As to the base to be used for mixing the abovementioned gene or protein serving as an active ingredient, bases commonly used for injectable agents can be used. Examples thereof include: distilled water: salt solutions containing sodium chloride, a mixture of sodium chloride and mineral salts, or the like: solutions of mannitol, lactose, dextran, glucose, or the like: amino acid solutions of glycine, arginine, or the like: and mixed solutions having glucose solution with an organic acid or salt solution. Alternatively, these bases can also be prepared into injectable agents in the form of a solution, suspension, or dispersion, with use of auxiliary agents such as an osmoregulator, a pH adjuster, a vegetable oil, and a surfactant, in accordance with usual methods which are already known to those skilled in the art. These injectable agents can also be prepared in the form of a pharmaceutical preparation to be dissolved at the time of use, through operations such as powderization or lyophilization.

The form of administration of the cell growth inhibitor of the present invention may be either systemic administration such as usual intravenous administration and intraarterial administration, or local administration such as local injection and oral administration. Furthermore, administration of the cell growth inhibitor may also take a combined form with catheterization, gene introduction technology, or surgical operation.

The administration dose of the cell growth inhibitor of the present invention varies depending on the age and gender of the patient, the symptom, the administration route, the frequency of administration, and the dosage form. Generally, the daily dose for an adult is within a range of about 1 μg/kg of body weight to 1000 mg/kg of body weight, and preferably a range of about 10 μg/kg of body weight to 100 mg/kg of body weight, in terms of weight of recombinant gene. The frequency of administration is not particularly limited.

The present invention is hereafter described in greater detail with reference to the following examples, although the technical scope of the present invention is not limited thereto.

EXAMPLES

Example 1

Gene Alteration in Oral Squamous-Cell Carcinoma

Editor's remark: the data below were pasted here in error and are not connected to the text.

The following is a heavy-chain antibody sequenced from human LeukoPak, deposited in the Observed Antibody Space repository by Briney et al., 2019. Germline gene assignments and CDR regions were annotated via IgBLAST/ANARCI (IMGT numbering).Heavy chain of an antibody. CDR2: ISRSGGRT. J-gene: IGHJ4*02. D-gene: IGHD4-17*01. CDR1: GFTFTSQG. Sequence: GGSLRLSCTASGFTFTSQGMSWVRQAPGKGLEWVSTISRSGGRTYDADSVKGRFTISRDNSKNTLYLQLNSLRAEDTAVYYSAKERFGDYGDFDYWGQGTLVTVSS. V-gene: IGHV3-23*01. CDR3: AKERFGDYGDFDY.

In order to detect a novel gene alteration in oral squamous-cell carcinoma, CGH array analysis was made using genomic DNAs prepared from 21 types of oral squamous-cell carcinoma cell lines obtained by eliminating the initial 18 types of cell lines from 25 types of oral squamous-cell carcinoma cell lines (OM-1, OM-2, TSU, ZA, NA, Ca9-22, HOC-313, HOC-815, HSC-2, HSC-3, HSC-4, HSC-5, HSC-6, HSC-7, KON, SKN-3, HO-1-N-1, KOSC-2, Sa3, SAS, KOSC-3, HO-1-u-1, T3M1C12, T3M1CI-10, and HSQ89) and from 14 types of oral squamous-cell carcinoma cell lines (Tosca-2S, 7, 18, 23, 24, 30, 32, 36, 45, 50, 52, 55, 58S1, and 65), and employing MGC Cancer Array-800, and MGC Whole Genome Array-4500. In addition, a genome extracted from the cell line (RT7) derived from normal oral epithelium was labeled with Cy5 as a control. Genomic DNAs prepared from the above oral squamous-cell carcinoma cell lines were used as test DNAs and labeled with Cy3. Specifically, each genomic DNA (0.5 μg) digested with Dpn II was labeled using a BioPrime Array CGH Genomic Labeling System (Invitrogen) in the presence of 0.6 mM dATP, 0.6 mM dTTP, 0.6 mM dGTP, 0.3 mM dCTP, 0.3 mM Cy3-dCTP (oral squamous-cell carcinoma cells), or 0.3 mM Cy5-dCTP (normal cells). Cy3- and Cy5-labeled dCTPs were obtained from GE Healthcare. Ethanol was added so that the genomic DNA labeled with Cy3 or Cy5 was precipitated in the presence of Cot-1 DNA (Invitrogen). The resultant was dissolved in 120 μl of a hybridization mixture (50% formamide, 10% Dextran sulfate, 2×SSC (1×SSC: 150 mM NaCl/15 mM Sodium Citrate), 4% sodium dodecyl sulfate, pH 7.0). After 30 minutes of incubation at 37° C., the resultant was introduced onto a CGH array set in a hybridization machine (GeneTAC; Harvard Bioscience), followed by 48 to 72 hours of hybridization. Subsequently, the CGH array was washed in a 50% formamide/2×SSC (pH 7.0) solution at 50° C. for 15 minutes and then washed at 50° C. for 15 minutes in 2×SSC/0.1% SDS. After air-drying, the CGH array was monitored for fluorescence derived from Cy3 and Cy5 using GenePix 4000B scanner (Axon Instruments, CA, U.S.A.). The thus obtained results were analyzed using a GenePix Pro 6.0 imaging software (Axon Instruments, CA, U.S.A.). The average fluorescence intensity derived from Cy3 was adjusted to be the same as that of fluorescence intensity derived from Cy5, thereby allowing the ratio of Cy3 to Cy5 to be found. When a genome has no abnormality, the resulting ratio becomes 1:1 (log 2 ratio=0). Determination was performed as follows. A ratio of 1.32 (or higher):1 (log 2 ratio=0.4 or more) indicates the presence of genome amplification and a ratio of 4 (or higher):1 (log 2 ratio=2.0 or more) indicates the confirmation of significant amplification. A ratio of 0.75 (or lower):1 (log 2 ratio=−0.4 or less) indicates possible heterozygote deletion in the genome and a ratio of 0.25 (or lower):1 (log 2 ratio=−2 or less) indicates an extremely high possibility of homozygote deletion in the genome. The results are shown in FIGS. 1a and 1b and Tables 1 and 2.